'The perception is still that engineering is geeky and a job for the boys' - Mamta Singhal

Too many employers disparage female engineers. But they should be celebrated as business heroes in the making.

by Mamta Singhal

Six months ago, I went to a job interview – an informal, ‘come-and-meet-the-company’ type event with other candidates. It started out with 45 minutes of spiel from the sales and marketing team, shouting about how they were meeting ‘their’ targets and selling ‘their’ great products, and ended with the company director (another sales and marketing guy) glorifying his team’s amazing work. With my long hair, manicured nails and pink heels, everyone assumed I was there for a marketing role. When I told them I was, in fact, planning on joining the European engineering team, I was met with surprise and scorn. ‘Oh, we didn’t realise you’re just an engineer.’ ‘You don’t look like a technician.’ ‘Do we need an engineer on our products?’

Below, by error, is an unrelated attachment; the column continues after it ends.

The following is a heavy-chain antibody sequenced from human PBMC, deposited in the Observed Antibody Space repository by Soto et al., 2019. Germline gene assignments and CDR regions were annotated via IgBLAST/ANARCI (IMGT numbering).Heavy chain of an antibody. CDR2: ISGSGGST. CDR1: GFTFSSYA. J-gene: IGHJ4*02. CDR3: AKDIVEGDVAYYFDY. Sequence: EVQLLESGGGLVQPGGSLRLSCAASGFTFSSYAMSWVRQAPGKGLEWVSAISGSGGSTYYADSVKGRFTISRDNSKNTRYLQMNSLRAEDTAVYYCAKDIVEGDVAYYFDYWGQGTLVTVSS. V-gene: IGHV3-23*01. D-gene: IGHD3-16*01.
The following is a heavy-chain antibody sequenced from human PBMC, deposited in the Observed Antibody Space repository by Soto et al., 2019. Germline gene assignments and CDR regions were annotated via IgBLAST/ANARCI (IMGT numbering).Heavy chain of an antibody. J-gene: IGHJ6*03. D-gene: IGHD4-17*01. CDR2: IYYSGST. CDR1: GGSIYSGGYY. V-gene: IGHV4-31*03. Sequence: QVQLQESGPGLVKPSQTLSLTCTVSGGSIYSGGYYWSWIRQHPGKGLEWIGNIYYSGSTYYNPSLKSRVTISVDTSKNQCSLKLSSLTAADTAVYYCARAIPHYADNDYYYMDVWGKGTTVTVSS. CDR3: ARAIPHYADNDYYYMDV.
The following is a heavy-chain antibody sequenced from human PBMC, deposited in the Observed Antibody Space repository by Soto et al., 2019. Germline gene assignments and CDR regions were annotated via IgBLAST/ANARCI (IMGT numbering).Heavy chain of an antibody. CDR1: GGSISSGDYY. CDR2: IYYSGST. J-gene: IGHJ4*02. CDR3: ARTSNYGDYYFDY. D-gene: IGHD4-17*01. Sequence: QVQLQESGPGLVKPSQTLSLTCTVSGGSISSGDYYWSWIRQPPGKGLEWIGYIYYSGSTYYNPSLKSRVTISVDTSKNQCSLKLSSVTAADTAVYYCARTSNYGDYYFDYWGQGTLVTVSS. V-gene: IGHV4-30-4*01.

I didn’t consider the job. Not because of the salary. Not because of the location. But because the company’s attitude to engineering was awful. I knew I’d never be valued in the business.

Being an engineer still holds a negative stigma in this country and the profession is grossly misunderstood. Qualified professional engineers can drive out costs, develop holistic strategies, improve efficiency and develop amazing products, yet the perception is still that engineering is geeky and a job for the boys.

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